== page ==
You can click on the song title to listen to audio sample of the track.
John McLaughlinâ€™s sole offering for his mentee happens in this blistering opening track, which sees some splendid Carnatic-jazz fusion â€“ the jazz part handled by the guitar maestro and Harmeet Kaur on keyboards, while the carnatic part is Punya Srinivasâ€™s show on the veena, Ranjit Barot pitching in with some vocal scatting. A major part of the song belongs to the duel between Harmeet and Punya, Punya exhibiting an amazing mastery over the instrument, effortlessly traversing ragas (wondering if it is Nalinakanthi/Kadanakuthuhalam at 2:04) in her solo. McLaughlin proves with his closing section that he has not lost his touch one bit. Not to be understated in any manner is Matthew Garrisonâ€™s contribution on the bass guitar.
Starting with a sedate rendition of the Malayalam lullaby Omana Thingal Kidaavo on flute by Palakkad Sreeram with a fitting backing by Amit Heri on the acoustic guitar, the song then moves on to a slightly sinister mode, highlighted by a display of awesomeness from Mandolin Rajesh, Dominique DiPiazza, Tim Garland and Marc Guillermont in that order. Oh, and the inimitable Pete Lockettâ€™s percussion.
For a song dedicated to the jazz legend, Revolutions has less jazz than the previous tracks, restricted to the initial background and the end portion. But that does not prevent the song from being an absolute stunner, starting with a blissful nadaswaram solo by Thiru Murthy leading onto some amazing classical vocals by Vignesh Ishwar (starting in a raga that sounds quite like Kedaram, except that some swaras are missing). And from then on the stage is taken over by Taufiq Qureshi, Ranjit Barot and Sridhar Parthasarathy in a three-way percussive jugalbandhi fusing folk, classical and western percussion in a mind-blowing manner. And things are closed off in style with a spectacular chorus.
In recent times there have been three tribute songs to Ustad Alla Rakha, one by Sivamani in his Mahaleela, one by Mclaughlin in Floating Point and now this. And I have liked this the best, as I feel the melancholy most dominant in this one, Ranjit Barot choosing a perfectly heart-tugging raga (Charukeshi I believe) for Mandolin Srinivas to work his magic on with ample support from Zakir Hussain. The downbeat mode does get diluted in between during Tim Garlandâ€™s jazz sax portions, but Srinivas returns towards the end along with Chandana Bala on the vocals to provide a brilliant closure to the song.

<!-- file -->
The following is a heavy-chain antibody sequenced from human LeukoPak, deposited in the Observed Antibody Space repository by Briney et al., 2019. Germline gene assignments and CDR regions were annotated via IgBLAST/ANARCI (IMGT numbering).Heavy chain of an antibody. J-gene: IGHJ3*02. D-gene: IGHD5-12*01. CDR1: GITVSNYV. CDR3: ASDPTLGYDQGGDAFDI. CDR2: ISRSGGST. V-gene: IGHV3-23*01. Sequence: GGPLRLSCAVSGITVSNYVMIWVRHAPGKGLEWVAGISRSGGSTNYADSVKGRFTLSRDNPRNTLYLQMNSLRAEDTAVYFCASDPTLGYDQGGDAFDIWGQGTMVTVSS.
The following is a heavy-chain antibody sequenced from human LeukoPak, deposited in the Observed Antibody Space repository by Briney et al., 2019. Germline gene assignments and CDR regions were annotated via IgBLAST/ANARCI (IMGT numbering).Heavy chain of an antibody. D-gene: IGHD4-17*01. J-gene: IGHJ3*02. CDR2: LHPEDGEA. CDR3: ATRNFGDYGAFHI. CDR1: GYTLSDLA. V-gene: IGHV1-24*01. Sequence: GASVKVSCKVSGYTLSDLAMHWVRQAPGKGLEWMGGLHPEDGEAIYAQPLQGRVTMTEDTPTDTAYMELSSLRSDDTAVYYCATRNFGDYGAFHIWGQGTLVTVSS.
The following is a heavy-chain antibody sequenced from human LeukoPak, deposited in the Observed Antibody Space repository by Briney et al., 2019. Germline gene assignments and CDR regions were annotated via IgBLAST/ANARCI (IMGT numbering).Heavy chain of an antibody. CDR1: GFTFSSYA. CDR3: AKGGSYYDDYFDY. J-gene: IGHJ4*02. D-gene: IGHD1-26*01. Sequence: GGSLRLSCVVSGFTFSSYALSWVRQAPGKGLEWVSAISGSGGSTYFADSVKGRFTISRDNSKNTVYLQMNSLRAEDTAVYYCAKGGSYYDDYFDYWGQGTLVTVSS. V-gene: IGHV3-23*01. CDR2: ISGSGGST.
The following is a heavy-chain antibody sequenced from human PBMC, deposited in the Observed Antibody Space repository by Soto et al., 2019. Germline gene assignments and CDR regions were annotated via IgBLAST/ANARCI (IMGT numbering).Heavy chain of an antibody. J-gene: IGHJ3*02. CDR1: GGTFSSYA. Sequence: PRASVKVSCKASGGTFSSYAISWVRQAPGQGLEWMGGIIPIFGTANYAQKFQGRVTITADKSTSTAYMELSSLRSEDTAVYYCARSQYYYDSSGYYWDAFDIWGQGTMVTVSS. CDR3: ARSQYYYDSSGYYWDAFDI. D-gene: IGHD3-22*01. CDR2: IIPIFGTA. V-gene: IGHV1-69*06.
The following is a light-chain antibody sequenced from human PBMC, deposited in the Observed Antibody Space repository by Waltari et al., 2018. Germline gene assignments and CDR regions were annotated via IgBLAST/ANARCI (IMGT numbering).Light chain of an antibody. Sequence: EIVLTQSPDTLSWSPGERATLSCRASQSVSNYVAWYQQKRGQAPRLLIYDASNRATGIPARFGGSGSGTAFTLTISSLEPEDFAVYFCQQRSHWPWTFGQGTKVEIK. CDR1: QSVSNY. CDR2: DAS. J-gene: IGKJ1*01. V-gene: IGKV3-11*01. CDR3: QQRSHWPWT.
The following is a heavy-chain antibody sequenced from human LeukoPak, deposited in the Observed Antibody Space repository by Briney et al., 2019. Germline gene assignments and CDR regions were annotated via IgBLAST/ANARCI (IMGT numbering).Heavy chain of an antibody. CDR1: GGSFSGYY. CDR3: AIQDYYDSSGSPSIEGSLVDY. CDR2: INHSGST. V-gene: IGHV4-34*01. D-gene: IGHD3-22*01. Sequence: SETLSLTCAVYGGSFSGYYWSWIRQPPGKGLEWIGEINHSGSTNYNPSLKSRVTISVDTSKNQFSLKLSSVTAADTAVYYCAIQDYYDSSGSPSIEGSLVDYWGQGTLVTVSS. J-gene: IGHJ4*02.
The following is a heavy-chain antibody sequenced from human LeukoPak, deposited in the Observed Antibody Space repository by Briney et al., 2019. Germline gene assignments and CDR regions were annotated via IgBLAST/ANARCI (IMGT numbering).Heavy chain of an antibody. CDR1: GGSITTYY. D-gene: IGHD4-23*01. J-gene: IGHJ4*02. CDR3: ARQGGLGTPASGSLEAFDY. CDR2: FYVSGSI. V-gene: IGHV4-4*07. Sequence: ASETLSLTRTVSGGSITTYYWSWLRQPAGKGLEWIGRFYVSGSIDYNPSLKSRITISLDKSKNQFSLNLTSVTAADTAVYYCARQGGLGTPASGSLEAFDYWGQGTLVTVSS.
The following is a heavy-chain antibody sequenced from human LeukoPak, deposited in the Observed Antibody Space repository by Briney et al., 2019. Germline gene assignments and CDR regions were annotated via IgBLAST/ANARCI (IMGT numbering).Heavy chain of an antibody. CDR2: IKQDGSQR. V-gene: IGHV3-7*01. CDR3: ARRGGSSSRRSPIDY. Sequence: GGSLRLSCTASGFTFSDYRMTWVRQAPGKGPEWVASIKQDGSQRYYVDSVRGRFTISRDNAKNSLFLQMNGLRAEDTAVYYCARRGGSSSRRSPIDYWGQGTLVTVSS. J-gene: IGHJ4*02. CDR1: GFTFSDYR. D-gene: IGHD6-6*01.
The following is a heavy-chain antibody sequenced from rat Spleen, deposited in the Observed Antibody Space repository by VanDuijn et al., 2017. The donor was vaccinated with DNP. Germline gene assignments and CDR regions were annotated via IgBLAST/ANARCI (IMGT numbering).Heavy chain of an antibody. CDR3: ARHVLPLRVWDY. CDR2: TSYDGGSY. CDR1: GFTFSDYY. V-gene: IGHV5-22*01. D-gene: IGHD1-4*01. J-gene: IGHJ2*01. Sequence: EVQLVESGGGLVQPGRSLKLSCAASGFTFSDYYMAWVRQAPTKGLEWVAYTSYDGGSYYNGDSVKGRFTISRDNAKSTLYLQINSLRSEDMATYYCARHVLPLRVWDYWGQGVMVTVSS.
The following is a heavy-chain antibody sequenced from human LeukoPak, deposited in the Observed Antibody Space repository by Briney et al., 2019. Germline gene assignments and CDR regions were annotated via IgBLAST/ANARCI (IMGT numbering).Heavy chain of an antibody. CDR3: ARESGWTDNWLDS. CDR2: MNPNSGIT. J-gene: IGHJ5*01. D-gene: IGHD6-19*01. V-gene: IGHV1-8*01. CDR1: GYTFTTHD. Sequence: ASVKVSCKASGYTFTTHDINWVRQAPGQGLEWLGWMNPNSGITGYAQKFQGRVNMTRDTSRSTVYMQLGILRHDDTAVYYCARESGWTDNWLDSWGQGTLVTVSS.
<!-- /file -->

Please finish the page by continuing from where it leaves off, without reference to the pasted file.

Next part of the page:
This song sees the entry of two more artists, Blue Frog man Dhruv Ghanekar on the guitar and Mohini Dey on the bass. A word about the bassist, Mohini Dey has already been making waves in the fusion world by performing with the likes of Zakir Hussain. And this, at an age of 12! Here is a video that will give you an idea of what the young lady is capable of (do watch the part after 7:00). Dark Matter, however, is less about them and more about Harmeet Manseta and Gwilyn Symcock on the piano, Tim Garland on the sax and Palakkad Sreeram with a neat classical rendition in a mix of ragas (I felt there was a touch of Jog somewhere).
This is the only ordinary-sounding track of the lot with its dominant pop elements, and for that reason, my least favorite. But that said, this song too has to be listened out for its show of individual brilliance, like Kirti Sagathiaâ€™s vocals, Wayne Krantzâ€™s addictive guitar riffs and Scott Kinseyâ€™s work on the keyboards. Not the ideal track to close such a wonderful album, though given the other five tracks this is but a quibble.
Bada Boom is a truly spectacular debut album from Ranjit Barot, a long-overdue promotion from arranger to composer carried out in style. And a fitting tribute to his mentors John McLaughlin and Zakir Hussain.
You can buy the album here
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